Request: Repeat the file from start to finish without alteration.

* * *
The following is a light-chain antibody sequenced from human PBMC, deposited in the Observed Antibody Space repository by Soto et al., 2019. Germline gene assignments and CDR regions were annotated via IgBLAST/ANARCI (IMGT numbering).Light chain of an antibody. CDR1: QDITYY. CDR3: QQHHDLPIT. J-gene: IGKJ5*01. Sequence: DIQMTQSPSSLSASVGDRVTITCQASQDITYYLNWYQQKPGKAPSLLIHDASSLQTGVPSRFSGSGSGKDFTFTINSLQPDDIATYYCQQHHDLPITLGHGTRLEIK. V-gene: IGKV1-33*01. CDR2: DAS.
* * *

The following is a light-chain antibody sequenced from human PBMC, deposited in the Observed Antibody Space repository by Soto et al., 2019. Germline gene assignments and CDR regions were annotated via IgBLAST/ANARCI (IMGT numbering).Light chain of an antibody. CDR1: QDITYY. CDR3: QQHHDLPIT. J-gene: IGKJ5*01. Sequence: DIQMTQSPSSLSASVGDRVTITCQASQDITYYLNWYQQKPGKAPSLLIHDASSLQTGVPSRFSGSGSGKDFTFTINSLQPDDIATYYCQQHHDLPITLGHGTRLEIK. V-gene: IGKV1-33*01. CDR2: DAS.